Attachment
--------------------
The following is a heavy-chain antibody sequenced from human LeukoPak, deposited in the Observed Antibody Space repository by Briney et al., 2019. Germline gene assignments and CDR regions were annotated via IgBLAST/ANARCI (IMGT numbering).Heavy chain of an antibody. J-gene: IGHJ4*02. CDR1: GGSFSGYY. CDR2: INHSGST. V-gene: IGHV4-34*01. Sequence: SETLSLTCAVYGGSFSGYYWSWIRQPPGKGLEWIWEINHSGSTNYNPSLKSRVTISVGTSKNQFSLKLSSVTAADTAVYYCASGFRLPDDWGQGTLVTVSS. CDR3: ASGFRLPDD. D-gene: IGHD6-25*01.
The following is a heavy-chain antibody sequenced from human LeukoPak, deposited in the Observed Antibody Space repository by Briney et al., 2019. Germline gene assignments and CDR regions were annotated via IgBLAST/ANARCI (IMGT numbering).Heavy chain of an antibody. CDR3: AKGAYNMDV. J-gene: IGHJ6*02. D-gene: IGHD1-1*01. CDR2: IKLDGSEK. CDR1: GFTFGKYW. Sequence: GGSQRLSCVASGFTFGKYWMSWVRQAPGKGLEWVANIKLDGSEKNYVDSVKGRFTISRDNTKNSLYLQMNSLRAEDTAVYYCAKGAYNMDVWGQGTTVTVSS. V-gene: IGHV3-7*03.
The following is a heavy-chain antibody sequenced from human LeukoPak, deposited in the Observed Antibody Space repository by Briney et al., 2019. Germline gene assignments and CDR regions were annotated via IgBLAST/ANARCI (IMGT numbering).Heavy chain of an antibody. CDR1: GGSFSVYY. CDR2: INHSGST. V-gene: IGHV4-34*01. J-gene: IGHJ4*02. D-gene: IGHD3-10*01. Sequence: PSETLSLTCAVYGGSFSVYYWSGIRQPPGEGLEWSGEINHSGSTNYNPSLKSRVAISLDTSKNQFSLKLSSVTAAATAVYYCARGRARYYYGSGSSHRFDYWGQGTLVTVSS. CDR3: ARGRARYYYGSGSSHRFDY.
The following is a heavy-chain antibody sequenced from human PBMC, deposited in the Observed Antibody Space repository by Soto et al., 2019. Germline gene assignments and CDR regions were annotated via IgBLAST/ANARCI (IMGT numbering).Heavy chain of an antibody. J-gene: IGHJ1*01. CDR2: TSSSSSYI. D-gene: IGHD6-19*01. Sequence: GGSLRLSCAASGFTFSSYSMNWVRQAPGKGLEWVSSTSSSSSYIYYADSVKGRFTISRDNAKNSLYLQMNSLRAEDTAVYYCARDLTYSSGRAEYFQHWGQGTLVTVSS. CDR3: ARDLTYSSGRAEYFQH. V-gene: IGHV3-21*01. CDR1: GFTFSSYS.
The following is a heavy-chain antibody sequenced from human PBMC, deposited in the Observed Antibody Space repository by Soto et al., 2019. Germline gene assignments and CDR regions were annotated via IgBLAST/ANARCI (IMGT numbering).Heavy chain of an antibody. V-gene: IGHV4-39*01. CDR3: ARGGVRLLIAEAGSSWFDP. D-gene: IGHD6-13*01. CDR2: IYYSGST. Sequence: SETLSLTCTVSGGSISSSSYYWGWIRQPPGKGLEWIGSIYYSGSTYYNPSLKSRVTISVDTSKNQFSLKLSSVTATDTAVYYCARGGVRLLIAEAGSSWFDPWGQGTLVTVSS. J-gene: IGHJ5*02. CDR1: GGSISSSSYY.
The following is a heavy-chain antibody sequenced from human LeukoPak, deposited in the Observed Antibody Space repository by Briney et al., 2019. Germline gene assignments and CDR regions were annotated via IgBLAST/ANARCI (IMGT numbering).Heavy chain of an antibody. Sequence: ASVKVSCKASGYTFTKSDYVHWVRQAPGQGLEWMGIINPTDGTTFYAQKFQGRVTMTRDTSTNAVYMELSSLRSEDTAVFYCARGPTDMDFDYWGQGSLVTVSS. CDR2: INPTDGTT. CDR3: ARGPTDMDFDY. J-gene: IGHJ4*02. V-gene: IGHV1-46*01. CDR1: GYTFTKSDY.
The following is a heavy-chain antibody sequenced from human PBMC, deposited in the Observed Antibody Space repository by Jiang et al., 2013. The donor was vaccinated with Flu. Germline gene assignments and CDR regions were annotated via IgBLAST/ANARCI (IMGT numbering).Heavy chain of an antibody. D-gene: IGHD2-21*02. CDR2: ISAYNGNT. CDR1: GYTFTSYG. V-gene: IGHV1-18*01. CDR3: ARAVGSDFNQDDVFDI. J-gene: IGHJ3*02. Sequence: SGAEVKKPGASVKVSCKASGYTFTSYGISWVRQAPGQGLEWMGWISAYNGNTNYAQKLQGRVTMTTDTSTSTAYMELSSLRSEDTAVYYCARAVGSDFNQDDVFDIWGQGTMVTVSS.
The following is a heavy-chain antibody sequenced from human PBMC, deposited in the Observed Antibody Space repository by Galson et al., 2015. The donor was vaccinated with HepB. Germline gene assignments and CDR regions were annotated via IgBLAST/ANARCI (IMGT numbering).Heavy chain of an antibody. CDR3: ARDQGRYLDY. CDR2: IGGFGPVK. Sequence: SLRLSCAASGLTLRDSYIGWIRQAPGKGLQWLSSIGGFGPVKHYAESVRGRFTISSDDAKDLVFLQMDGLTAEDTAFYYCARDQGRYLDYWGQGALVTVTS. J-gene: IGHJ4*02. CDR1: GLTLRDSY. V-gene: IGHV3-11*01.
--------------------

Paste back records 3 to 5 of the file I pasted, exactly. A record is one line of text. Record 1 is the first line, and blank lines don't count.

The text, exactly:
The following is a heavy-chain antibody sequenced from human LeukoPak, deposited in the Observed Antibody Space repository by Briney et al., 2019. Germline gene assignments and CDR regions were annotated via IgBLAST/ANARCI (IMGT numbering).Heavy chain of an antibody. CDR1: GGSFSVYY. CDR2: INHSGST. V-gene: IGHV4-34*01. J-gene: IGHJ4*02. D-gene: IGHD3-10*01. Sequence: PSETLSLTCAVYGGSFSVYYWSGIRQPPGEGLEWSGEINHSGSTNYNPSLKSRVAISLDTSKNQFSLKLSSVTAAATAVYYCARGRARYYYGSGSSHRFDYWGQGTLVTVSS. CDR3: ARGRARYYYGSGSSHRFDY.
The following is a heavy-chain antibody sequenced from human PBMC, deposited in the Observed Antibody Space repository by Soto et al., 2019. Germline gene assignments and CDR regions were annotated via IgBLAST/ANARCI (IMGT numbering).Heavy chain of an antibody. J-gene: IGHJ1*01. CDR2: TSSSSSYI. D-gene: IGHD6-19*01. Sequence: GGSLRLSCAASGFTFSSYSMNWVRQAPGKGLEWVSSTSSSSSYIYYADSVKGRFTISRDNAKNSLYLQMNSLRAEDTAVYYCARDLTYSSGRAEYFQHWGQGTLVTVSS. CDR3: ARDLTYSSGRAEYFQH. V-gene: IGHV3-21*01. CDR1: GFTFSSYS.
The following is a heavy-chain antibody sequenced from human PBMC, deposited in the Observed Antibody Space repository by Soto et al., 2019. Germline gene assignments and CDR regions were annotated via IgBLAST/ANARCI (IMGT numbering).Heavy chain of an antibody. V-gene: IGHV4-39*01. CDR3: ARGGVRLLIAEAGSSWFDP. D-gene: IGHD6-13*01. CDR2: IYYSGST. Sequence: SETLSLTCTVSGGSISSSSYYWGWIRQPPGKGLEWIGSIYYSGSTYYNPSLKSRVTISVDTSKNQFSLKLSSVTATDTAVYYCARGGVRLLIAEAGSSWFDPWGQGTLVTVSS. J-gene: IGHJ5*02. CDR1: GGSISSSSYY.